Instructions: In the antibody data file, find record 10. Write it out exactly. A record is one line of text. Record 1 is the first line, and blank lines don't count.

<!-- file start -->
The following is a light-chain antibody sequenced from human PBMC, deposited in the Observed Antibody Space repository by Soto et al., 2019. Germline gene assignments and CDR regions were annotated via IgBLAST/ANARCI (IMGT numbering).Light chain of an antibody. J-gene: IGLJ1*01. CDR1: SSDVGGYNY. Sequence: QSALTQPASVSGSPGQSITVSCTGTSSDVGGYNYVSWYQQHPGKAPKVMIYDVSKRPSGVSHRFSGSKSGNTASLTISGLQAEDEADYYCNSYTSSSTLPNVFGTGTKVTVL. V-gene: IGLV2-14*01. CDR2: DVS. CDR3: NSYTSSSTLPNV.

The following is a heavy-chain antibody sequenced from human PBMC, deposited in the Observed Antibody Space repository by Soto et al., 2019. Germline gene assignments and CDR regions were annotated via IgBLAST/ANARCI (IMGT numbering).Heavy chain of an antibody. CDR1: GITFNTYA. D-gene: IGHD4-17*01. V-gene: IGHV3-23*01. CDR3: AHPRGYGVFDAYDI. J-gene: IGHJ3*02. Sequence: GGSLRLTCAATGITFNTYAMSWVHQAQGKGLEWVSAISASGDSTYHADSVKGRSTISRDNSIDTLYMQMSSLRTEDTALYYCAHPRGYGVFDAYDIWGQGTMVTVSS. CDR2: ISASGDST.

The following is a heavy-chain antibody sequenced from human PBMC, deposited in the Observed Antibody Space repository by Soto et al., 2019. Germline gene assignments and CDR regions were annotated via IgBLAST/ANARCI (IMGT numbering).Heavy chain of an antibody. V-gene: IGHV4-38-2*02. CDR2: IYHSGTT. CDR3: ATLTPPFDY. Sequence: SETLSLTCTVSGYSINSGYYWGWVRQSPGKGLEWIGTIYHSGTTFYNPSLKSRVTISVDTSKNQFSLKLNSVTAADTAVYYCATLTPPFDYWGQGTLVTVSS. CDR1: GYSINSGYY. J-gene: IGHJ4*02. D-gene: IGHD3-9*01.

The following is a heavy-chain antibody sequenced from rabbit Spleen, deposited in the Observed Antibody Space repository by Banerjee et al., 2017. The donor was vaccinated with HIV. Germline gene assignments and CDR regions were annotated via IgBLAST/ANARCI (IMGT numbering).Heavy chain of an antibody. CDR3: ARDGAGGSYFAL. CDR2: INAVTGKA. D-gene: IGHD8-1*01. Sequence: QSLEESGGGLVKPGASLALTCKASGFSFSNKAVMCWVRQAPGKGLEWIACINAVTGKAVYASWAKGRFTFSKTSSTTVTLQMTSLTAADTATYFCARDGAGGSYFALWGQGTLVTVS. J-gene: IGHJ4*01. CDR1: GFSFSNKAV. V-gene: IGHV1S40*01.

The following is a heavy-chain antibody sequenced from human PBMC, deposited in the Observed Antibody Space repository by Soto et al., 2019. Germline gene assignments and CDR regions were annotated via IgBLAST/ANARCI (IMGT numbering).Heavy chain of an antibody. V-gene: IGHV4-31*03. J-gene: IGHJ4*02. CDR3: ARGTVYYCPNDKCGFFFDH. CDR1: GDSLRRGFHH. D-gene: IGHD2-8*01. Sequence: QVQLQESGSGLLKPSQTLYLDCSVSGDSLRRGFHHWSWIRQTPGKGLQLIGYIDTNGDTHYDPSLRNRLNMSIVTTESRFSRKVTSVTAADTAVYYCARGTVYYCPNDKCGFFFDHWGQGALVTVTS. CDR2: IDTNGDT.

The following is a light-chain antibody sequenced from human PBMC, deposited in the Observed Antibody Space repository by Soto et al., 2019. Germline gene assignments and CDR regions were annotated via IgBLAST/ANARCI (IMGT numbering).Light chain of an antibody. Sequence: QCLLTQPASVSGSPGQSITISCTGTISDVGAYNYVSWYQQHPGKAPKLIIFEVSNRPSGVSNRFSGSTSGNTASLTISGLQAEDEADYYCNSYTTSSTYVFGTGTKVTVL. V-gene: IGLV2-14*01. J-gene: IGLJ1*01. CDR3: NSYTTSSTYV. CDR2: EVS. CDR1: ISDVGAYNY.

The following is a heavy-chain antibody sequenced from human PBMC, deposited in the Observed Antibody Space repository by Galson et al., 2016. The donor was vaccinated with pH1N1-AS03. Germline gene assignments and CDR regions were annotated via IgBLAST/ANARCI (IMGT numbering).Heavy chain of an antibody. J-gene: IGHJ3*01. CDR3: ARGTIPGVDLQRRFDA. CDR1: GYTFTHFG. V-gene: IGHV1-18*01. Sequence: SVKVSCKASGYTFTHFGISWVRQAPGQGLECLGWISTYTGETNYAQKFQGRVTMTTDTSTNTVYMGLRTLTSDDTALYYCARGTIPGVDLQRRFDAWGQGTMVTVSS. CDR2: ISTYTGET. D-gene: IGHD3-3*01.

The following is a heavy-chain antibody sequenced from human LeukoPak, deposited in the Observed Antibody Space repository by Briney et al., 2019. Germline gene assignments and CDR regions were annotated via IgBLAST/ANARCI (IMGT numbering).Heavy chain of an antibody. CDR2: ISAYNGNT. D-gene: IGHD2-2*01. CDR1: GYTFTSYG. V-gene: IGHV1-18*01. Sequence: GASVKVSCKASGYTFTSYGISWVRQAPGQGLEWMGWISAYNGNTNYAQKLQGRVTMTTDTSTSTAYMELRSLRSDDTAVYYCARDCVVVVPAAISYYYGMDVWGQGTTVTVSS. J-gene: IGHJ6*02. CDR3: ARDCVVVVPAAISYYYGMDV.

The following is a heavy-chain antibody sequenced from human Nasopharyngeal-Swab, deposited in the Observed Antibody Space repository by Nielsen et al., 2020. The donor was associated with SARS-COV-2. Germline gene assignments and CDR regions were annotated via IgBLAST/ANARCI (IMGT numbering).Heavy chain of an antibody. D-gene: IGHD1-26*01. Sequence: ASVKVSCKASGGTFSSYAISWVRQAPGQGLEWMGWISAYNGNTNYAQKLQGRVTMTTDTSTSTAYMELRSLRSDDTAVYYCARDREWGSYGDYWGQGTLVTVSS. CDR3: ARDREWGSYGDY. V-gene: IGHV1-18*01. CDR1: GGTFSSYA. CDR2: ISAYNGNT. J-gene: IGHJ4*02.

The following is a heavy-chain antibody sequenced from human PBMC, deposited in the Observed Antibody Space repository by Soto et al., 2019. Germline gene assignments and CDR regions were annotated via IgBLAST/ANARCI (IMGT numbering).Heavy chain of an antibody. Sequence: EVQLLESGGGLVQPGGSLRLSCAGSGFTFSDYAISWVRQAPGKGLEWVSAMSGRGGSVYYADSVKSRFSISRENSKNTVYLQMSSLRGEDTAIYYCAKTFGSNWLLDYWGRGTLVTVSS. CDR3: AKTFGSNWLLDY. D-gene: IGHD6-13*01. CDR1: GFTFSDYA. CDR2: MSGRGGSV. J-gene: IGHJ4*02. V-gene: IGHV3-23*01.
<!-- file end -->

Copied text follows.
The following is a heavy-chain antibody sequenced from human PBMC, deposited in the Observed Antibody Space repository by Soto et al., 2019. Germline gene assignments and CDR regions were annotated via IgBLAST/ANARCI (IMGT numbering).Heavy chain of an antibody. Sequence: EVQLLESGGGLVQPGGSLRLSCAGSGFTFSDYAISWVRQAPGKGLEWVSAMSGRGGSVYYADSVKSRFSISRENSKNTVYLQMSSLRGEDTAIYYCAKTFGSNWLLDYWGRGTLVTVSS. CDR3: AKTFGSNWLLDY. D-gene: IGHD6-13*01. CDR1: GFTFSDYA. CDR2: MSGRGGSV. J-gene: IGHJ4*02. V-gene: IGHV3-23*01.